Increase in plasma fractionated metanephrines has a mean sensitivity of 97% and a specificity of 93% for diagnosis.

Measurement of fractionated catecholamines epinephrine, norepinephrine and dopamine is less sensitive for diagnosis, but elevated values of greater than two times normal are also diagnostic.

Mild increase in the fractionated metanephrines and catecholamines in plasma and urine are common in patients who do not have pheochromocytoma.

The specificity of urine metanephrines is very poor until the results are more than three –five fold elevated and even then, positive predictive value remains less than 20%. 
An imaging approach to pheochromocytoma diagnosis is superior to urine metanephrine studies.

Tricyclic antidepressants, anti-psychotic drugs, serum reuptake or norepinephrine reuptake inhibitors and levodopa dopa can cause increase in endogenous catecholamines, and can lead to false positive tests.

Venlafaxine, selective serotonin-reuptake inhibitors, tricyclic antidepressants should be avoided during diagnostic evaluation as they could elevate normetanephrine levels.

Caffeine intake, smoking, and other sympathomimetic factors may increase adrenergic receptors and should be discontinued for at least 24 hours before blood sampling.

Alpha adrenergic receptor blockers and Beta adrenergic receptor blockers may reduce catecholamine related symptoms and signs and mask the diagnosis.

Monoamine oxidase inhibitors block the conversion of norepinephrine to dihydroxyphenylglycol, with a greater release of norepinephrine

Acetaminophen may interfere with liquid chromatography assays and should be avoided before blood sampling.

Plasma chromogranin A., a protein that is released along with catecholamines has been used for the diagnosis of this lesion.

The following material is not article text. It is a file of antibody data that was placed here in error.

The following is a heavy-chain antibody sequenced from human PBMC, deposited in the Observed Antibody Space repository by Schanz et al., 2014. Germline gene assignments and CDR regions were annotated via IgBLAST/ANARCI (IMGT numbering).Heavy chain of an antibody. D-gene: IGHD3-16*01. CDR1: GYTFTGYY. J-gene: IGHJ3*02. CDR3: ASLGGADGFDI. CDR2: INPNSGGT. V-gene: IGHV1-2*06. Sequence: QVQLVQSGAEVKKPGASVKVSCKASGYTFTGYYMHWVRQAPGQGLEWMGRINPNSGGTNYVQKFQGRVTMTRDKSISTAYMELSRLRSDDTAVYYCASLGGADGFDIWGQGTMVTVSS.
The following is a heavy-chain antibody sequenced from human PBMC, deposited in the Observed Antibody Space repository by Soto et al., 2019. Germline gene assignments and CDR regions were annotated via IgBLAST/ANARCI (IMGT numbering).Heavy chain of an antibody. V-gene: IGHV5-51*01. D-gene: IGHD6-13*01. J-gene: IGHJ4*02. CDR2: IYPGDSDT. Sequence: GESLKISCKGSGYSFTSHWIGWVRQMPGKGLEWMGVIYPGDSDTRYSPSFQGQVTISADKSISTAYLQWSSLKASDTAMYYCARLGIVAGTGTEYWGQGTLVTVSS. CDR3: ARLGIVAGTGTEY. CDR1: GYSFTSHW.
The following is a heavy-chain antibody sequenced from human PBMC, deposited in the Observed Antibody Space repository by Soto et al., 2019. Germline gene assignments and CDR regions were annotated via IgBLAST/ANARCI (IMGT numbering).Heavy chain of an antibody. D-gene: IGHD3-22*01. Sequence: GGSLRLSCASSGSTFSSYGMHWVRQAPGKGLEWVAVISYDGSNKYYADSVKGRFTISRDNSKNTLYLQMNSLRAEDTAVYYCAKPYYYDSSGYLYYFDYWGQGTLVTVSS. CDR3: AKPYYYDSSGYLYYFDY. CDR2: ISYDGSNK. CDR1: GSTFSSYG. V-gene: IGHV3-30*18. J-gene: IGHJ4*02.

Plasma chromogranin A. levels correlate well with plasma metanephrines and tumor burden.

Neuron-specific enolase is a screening marker that may be elevated in patients with malignant disease.

A wide variety of imaging techniques can be used in the valuation of this lesion and include CT scans, MRI and ultrasound.

I131, I123 MIBG, are imaging techniques that can be used as these materials are taken up by adrenal tissues.

MIBG scanning is used for diagnosis and staging of the disease, as well as PET scans.

Primary treatment for malignant diseases, surgical.

Perioperative mortality is 1 to 3%, with adequate pretreatment, but on an emergency basis surgery may be associated with poor outcome.

Preoperative management includes the use of alpha-adrenergic-receptor blockade with phenoxybanzamine , which is utilized over a period of 10 to 14 days. Along with a high salt diet until blood pressure is controlled.

Beta-adrenergic-receptor blockers can be introduced following several days alpha-adrenergic blockade.

Radio-pharmaceuticals such as I 131, or I 123 MIBG have been used for metastatic disease.

A review of 116 patients who received a 131 MIB an objective tumor response was seen in 30%, stable disease and 57% and progressive disease in 13%.

The benefits of chemotherapy have been limited, but agents such as cyclophosphamide, vincristine, DTIC, cisplatin, Etoposide, and an anthracycline have been associated with some success.

The tyrosine kinase inhibitor sunitinib, (Sutent), has been effected in early trials.